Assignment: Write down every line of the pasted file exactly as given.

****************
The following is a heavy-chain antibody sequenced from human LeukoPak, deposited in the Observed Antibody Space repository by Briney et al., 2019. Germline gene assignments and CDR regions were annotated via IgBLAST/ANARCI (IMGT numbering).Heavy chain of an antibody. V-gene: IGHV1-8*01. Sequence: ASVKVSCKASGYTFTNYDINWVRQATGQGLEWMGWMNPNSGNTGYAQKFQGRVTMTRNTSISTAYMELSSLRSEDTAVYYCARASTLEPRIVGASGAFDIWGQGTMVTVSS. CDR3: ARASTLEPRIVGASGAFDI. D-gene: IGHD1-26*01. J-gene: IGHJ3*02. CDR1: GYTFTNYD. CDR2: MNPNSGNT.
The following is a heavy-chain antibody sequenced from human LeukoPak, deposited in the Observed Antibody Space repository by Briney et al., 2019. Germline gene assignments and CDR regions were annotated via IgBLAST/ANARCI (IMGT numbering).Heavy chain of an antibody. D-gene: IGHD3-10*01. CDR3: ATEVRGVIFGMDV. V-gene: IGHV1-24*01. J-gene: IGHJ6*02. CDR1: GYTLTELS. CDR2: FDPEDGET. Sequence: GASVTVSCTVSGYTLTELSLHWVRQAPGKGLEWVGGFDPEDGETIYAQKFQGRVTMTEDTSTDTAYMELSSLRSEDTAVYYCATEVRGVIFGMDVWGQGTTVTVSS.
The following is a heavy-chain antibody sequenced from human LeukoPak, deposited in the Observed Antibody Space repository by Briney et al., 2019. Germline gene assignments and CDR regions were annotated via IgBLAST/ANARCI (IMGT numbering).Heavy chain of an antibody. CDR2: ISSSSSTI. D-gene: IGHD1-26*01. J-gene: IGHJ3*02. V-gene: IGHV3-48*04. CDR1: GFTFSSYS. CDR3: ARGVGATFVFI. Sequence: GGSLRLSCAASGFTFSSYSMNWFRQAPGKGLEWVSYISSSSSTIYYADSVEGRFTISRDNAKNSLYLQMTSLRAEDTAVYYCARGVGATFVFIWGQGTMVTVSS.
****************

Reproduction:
The following is a heavy-chain antibody sequenced from human LeukoPak, deposited in the Observed Antibody Space repository by Briney et al., 2019. Germline gene assignments and CDR regions were annotated via IgBLAST/ANARCI (IMGT numbering).Heavy chain of an antibody. V-gene: IGHV1-8*01. Sequence: ASVKVSCKASGYTFTNYDINWVRQATGQGLEWMGWMNPNSGNTGYAQKFQGRVTMTRNTSISTAYMELSSLRSEDTAVYYCARASTLEPRIVGASGAFDIWGQGTMVTVSS. CDR3: ARASTLEPRIVGASGAFDI. D-gene: IGHD1-26*01. J-gene: IGHJ3*02. CDR1: GYTFTNYD. CDR2: MNPNSGNT.
The following is a heavy-chain antibody sequenced from human LeukoPak, deposited in the Observed Antibody Space repository by Briney et al., 2019. Germline gene assignments and CDR regions were annotated via IgBLAST/ANARCI (IMGT numbering).Heavy chain of an antibody. D-gene: IGHD3-10*01. CDR3: ATEVRGVIFGMDV. V-gene: IGHV1-24*01. J-gene: IGHJ6*02. CDR1: GYTLTELS. CDR2: FDPEDGET. Sequence: GASVTVSCTVSGYTLTELSLHWVRQAPGKGLEWVGGFDPEDGETIYAQKFQGRVTMTEDTSTDTAYMELSSLRSEDTAVYYCATEVRGVIFGMDVWGQGTTVTVSS.
The following is a heavy-chain antibody sequenced from human LeukoPak, deposited in the Observed Antibody Space repository by Briney et al., 2019. Germline gene assignments and CDR regions were annotated via IgBLAST/ANARCI (IMGT numbering).Heavy chain of an antibody. CDR2: ISSSSSTI. D-gene: IGHD1-26*01. J-gene: IGHJ3*02. V-gene: IGHV3-48*04. CDR1: GFTFSSYS. CDR3: ARGVGATFVFI. Sequence: GGSLRLSCAASGFTFSSYSMNWFRQAPGKGLEWVSYISSSSSTIYYADSVEGRFTISRDNAKNSLYLQMTSLRAEDTAVYYCARGVGATFVFIWGQGTMVTVSS.